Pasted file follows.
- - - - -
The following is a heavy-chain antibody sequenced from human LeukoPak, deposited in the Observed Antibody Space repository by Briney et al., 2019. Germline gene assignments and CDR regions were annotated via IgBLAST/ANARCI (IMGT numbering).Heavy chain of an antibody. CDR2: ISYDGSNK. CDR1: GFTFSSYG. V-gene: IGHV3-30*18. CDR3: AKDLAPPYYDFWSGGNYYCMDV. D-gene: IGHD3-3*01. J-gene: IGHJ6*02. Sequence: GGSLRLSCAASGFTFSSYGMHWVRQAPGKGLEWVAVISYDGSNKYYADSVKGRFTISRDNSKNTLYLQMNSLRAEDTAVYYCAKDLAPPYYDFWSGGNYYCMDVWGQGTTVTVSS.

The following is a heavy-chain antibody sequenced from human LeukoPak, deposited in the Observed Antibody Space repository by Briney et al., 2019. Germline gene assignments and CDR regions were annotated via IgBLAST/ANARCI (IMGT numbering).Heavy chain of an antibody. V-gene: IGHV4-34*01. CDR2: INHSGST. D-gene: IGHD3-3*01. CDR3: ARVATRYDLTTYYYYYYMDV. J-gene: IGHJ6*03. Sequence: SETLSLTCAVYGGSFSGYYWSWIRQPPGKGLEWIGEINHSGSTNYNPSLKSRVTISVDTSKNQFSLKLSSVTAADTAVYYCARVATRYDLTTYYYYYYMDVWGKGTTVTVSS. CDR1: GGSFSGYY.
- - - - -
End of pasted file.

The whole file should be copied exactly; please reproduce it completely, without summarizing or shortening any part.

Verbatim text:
The following is a heavy-chain antibody sequenced from human LeukoPak, deposited in the Observed Antibody Space repository by Briney et al., 2019. Germline gene assignments and CDR regions were annotated via IgBLAST/ANARCI (IMGT numbering).Heavy chain of an antibody. CDR2: ISYDGSNK. CDR1: GFTFSSYG. V-gene: IGHV3-30*18. CDR3: AKDLAPPYYDFWSGGNYYCMDV. D-gene: IGHD3-3*01. J-gene: IGHJ6*02. Sequence: GGSLRLSCAASGFTFSSYGMHWVRQAPGKGLEWVAVISYDGSNKYYADSVKGRFTISRDNSKNTLYLQMNSLRAEDTAVYYCAKDLAPPYYDFWSGGNYYCMDVWGQGTTVTVSS.

The following is a heavy-chain antibody sequenced from human LeukoPak, deposited in the Observed Antibody Space repository by Briney et al., 2019. Germline gene assignments and CDR regions were annotated via IgBLAST/ANARCI (IMGT numbering).Heavy chain of an antibody. V-gene: IGHV4-34*01. CDR2: INHSGST. D-gene: IGHD3-3*01. CDR3: ARVATRYDLTTYYYYYYMDV. J-gene: IGHJ6*03. Sequence: SETLSLTCAVYGGSFSGYYWSWIRQPPGKGLEWIGEINHSGSTNYNPSLKSRVTISVDTSKNQFSLKLSSVTAADTAVYYCARVATRYDLTTYYYYYYMDVWGKGTTVTVSS. CDR1: GGSFSGYY.